On Tuesday, Colleen (aka Cécile Schott) shared a new single titled “Implosion-Explosion.” It will be featured on her upcoming album The Tunnel and the Clearing, which is due out May 21 via Thrill Jockey.
Schott speaks about the new song and album in a press release, stating: “The album is a sonic translation of the highly emotional state and the heightened sense of perception that come in the wake of a breakup and a period of great changes, with the subsequent necessary reconstruction this entails. ‘Implosion-Explosion’ is an attempt at expressing both the sensation of being completely ‘see-through’ once out alone in the outside world, and the combined feelings of pain and anger at what cannot be changed. The song, paying homage to dub, is an exploration in rhythm and heavy filtering and delaying: it features two rhythms in unison from the rare 1969 Elka Drummer One drum machine going through the legendary Roland RE-201 Space Echo, with Japanese Ace Tone organ whistling and roaring through Moog filter and delay, and swirling, echoing vocals.”
Schott’s most recent album as Colleen, A flame my love, a frequency, came out in 2017 on Thrill Jockey. By Joey Arnone
4. London Grammar: “How Does It Feel”
On Tuesday, British trio London Grammar shared a new single entitled “How Does It Feel.” It was produced by multi award-winning producer Steve Mac and is the latest release from their upcoming album Californian Soil, which will be out on April 16 via Ministry of Sound/Columbia.
Frontwoman Hannah Reid talks about the song in a press release: “I’ve always loved pop music. Some of my favorite writers and singers are female, many who are younger than me but who are absolutely smashing the pop world with amazing songs. This song started off as an experiment, and ended up being one of my favorites on the record. Along with our alternative side, this creates a light and shade on our album that I’ve always wanted to achieve.”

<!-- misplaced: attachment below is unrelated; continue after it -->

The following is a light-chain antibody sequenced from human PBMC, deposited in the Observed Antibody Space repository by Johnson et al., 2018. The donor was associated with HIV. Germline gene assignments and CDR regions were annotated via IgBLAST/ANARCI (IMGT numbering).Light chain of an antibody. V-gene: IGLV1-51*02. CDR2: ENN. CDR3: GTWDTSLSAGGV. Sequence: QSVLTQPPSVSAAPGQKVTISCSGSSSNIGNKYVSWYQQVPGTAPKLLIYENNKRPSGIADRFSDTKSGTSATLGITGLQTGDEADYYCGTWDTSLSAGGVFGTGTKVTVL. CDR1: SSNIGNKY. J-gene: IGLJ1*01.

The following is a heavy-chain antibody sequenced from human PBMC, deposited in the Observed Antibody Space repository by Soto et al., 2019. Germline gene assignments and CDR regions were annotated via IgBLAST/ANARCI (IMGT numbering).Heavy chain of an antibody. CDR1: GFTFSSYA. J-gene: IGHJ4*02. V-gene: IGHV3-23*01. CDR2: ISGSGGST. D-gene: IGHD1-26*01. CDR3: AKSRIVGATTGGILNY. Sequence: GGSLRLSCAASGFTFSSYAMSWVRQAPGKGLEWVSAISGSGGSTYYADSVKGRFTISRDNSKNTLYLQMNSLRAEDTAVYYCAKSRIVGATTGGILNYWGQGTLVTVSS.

Previously released singles from the upcoming album are “Baby It’s You” (which was one of our Songs of the Week) and “Lose Your Head” (also one of our Songs of the Week). The band’s most recent album, Truth Is a Beautiful Thing, came out in 2017 on Ministry of Sound/Metal & Dust.
Also read our 2013 interview with London Grammar. By Joey Arnone
5. Tony Allen: “Cosmosis” (Feat. Skepta & Ben Okiri)
Afrobeat legend Tony Allen passed away last year and today a new posthumous album from Allen, There Is No End, was announced. Its first single, “Cosmosis” (which features Skepta and Ben Okiri) was also shared, via a video. The song was produced Allen, Damon Albarn, and Remi Kabaka. Check out the album’s tracklist and cover art here.
“Cosmosis” was borne out of the sessions for Gorillaz’s 2020 album, Song Machine: Season One – Strange Timez, which featured both Allen and Skepta (and was of course led by Albarn). Okiri wrote his lyrics in tribute to Allen.
Allen, Vincent Taeger, and Vincent Taurelle all produced the album, which also features guest vocals from Sampa The Great, Danny Brown, and Lava La Rue.
Allen was a Fela Kuti collaborator and also a member of The Good, The Bad, & The Queen alongside Albarn, Paul Simonon (of The Clash), and Simon Tong (of The Verve). And Albarn has collaborated on Allen’s solo work, such as singing guest vocals on “Every Season,” from 2002’s Home Cooking.
6. Ryley Walker: “Axis Bent”